If water is being evoked at all on this album, it is always in its frozen and vaporous guises. Listened to in the right frame of mind, ‘Without Retrospect, the Morning’ does a fine job at evoking the kind of pristine and hushed atmosphere which one equates with snow-covered expanses when the rays of the sun slowly begin to pierce through the milky veil of the morning fog. Forget the (admittedly gorgeous) cover art and liner notes for a moment, though, and you could easily come up with another ten or so equally valid explanations as to what the sounds – and I use the term loosely – mean to you. It is almost as if one’s imagination kept bouncing off patches of black ice while vainly attempting to make sense of what it (almost) hears.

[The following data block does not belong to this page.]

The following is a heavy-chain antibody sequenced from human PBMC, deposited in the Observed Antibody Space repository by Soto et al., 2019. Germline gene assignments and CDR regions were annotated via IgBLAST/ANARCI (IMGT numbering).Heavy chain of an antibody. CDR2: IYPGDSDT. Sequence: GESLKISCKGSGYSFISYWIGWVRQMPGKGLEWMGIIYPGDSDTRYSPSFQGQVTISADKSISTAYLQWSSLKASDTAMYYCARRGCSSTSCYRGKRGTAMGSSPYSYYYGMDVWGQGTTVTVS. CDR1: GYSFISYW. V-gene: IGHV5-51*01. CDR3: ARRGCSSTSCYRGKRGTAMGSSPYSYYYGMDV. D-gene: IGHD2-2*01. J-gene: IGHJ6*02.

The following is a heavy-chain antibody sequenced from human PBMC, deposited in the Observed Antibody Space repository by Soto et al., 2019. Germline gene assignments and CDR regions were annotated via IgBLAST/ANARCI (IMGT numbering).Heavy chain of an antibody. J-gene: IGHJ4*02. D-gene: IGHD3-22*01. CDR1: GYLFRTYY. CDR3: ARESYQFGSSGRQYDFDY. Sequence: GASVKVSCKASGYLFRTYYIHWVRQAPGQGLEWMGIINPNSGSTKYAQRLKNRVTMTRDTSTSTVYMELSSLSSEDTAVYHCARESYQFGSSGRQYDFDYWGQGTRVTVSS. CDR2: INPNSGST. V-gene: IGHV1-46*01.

For all its suggestive qualities, ‘Without Retrospect, the Morning’ more often than not comes across as being low-key and non-eventful for the sheer sake of it and one never gets the impression that the artist is actually trying to share something with them. Coming from someone who could listen to the whistle of a boiling teapot for hours on end, this is saying a lot. I am positive that William has a clear vision of what he is actually trying to achieve on an artistic level (the quality of his photography attests to it) but for fifty-two defiantly hermetic minutes, Celer’s opus feels like listening to someone talking to themselves. Which might work a treat in this increasingly voyeuristic society but left this reviewer untouched.